Another month has passed by.
Markets have experienced the usual drama, just some variation on the script. We’re gone from some people screaming oil at 250 $ to other people screaming it at 30 $, from people calling the near demise of our contemporary monetary system and advising you to bury yourself in a hole with a year or more supply of food, medicines, ammos and weapons, possibly not too far from the other hole where you before put all your wealth in the form of gold and silver, to people calling the end of the bull market in gold and silver and all the commodities. Sometimes the same people said the first thing one month ago and are saying the second thing now. It will not takes too long to have people chattering away deflation again. It’s incredible the effect that some uptick on the US Dollar Index have to a lot of people.
Obviously, those of them in bona fide have simply no clue, looking like brains with thoughts guided by the changes in the markets’ prices; the others have their agenda. It’s frankly annoying to refute their flawed arguments every time; those same arguments will be anyway presented the next time, and again and again. A complete waste of time, time that could be employed much better searching for some good business to pick or a bad one to avoid.
All I had to say about economy and finance I’ve said in less than 10 pieces; I refer you to them, in the proper category on our website. Nothing to add because there’s been nothing new. On a more practical note I recommend to you the Grandfather wisdom; it will make you aware about many things you’ve experienced in your life since you’re born without maybe paying them the right consideration. Read it, and the next time you meet someone talking deflation you’ll know the place where to send him.
So this report will be very short, my friends, and you have to grow accustomed to ever more briefness. There’s really no need to add to the tons of words wasted everyday in the world. What I think you’ll know from my actions, the changes in our model portfolios, the alerts and their rational you can read on the website. I’ll better serve you employing this time and efforts to research stocks and concrete ways to perform the current financial environment.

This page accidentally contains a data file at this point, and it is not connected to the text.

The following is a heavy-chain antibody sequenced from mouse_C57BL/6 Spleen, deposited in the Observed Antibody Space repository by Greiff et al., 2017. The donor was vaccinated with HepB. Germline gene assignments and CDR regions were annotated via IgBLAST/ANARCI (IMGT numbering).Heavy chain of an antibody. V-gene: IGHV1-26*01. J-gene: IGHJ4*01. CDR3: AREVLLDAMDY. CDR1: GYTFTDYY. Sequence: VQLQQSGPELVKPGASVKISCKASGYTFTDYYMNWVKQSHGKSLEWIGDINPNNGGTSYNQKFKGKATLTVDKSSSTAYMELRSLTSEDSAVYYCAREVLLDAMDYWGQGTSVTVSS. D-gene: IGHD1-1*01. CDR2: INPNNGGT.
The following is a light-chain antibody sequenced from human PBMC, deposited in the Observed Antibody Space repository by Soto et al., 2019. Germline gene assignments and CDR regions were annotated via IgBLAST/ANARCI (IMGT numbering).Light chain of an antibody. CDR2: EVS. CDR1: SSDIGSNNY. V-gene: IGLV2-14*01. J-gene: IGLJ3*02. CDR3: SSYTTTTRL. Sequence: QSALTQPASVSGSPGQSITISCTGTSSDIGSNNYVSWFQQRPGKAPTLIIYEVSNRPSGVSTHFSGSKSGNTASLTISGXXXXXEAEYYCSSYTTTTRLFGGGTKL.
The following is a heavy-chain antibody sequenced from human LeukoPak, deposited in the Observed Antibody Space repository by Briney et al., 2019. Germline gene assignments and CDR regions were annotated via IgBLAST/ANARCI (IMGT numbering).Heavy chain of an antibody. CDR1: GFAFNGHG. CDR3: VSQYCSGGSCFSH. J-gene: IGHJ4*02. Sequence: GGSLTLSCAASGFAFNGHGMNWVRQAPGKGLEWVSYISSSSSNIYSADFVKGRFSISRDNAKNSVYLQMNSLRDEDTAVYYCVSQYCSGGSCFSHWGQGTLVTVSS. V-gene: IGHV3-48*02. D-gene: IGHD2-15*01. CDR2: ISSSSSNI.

No words even about our performance this month: it speaks for itself. We are fully satisfied with the results of our allocation to date (even our worst performer this month, the Currency Index, has held very well the enormous strenght of the US dollar), and we plan no major change for the next future. Our model portfolios are behaving very well too, even if €uroIncome and Julians still need some time testing.
Just a few considerations about the equity markets, the Forex and the precious metals.
As I said in the last report, I want a test of the July low to consider deploying our dry powder. Just a successful test of that low can give us the necessary confidence in a tenable surge in the stock markets. Markets have instead used the middle of August and its low volume to go straight in the resistances; they failed as expected to clear them. I don’t like this behavior, and keep on advising caution. Markets seems now searching for the next screaming to follow. I have noticed a good relative strenght of financials and housing related businesses. This would be a wonderful news for equity markets, but I have to point again to the low volumes. We are playing anyway a not distant bottom in those sectors with our last portfolio, Julians.
Other than a successful test of July lows, a convincing close (one week at least in these volatile times) above 3470 on the €urostoxx and 1325 on the S&P500 will be able to put more comfort in the markets, and we could consider to be more aggressive. But I doubt about that.
I’m out of the Forex, as you know, and I advice everyone to do the same. I am not buying the suggestion that the US Dollar Index has bottomed, at least I don’t think this is the final bottom. Sure, it seems a good intermediate bottom: my target of 1.6 $/1 euro has been achieved some months ago and it’s since january I have been warning that euro looked a bit stretched.
But a case could be made about one more high of the euroland currency against the US dollar, I’d dare to say 1.8 $/1 euro, even if it’s probable that we’ll see more euro weakness before that. I know it looks like a bold call, and it is, but even my call for 1.6 $/1 euro was considered crazy five years ago. Anyway, I’m gladly looking by the sideline at this time. I’d be a buyer if euro would test the neckline of the massive head and shoulder breached last year, around 1.35, with a tight stop.
About the precious metals arena, you know that I’m not impressed by the massacre occurred in August at the Comex paper market. Since 2003 this kind of things has happened a few times, every time with the same script (again, refer to my past essays and, for more details, to the good work of Ted Butler), and are as faked as a 3 dollar coin. As painful as it is we’ll hold our course, looking for much higher prices for gold and silver.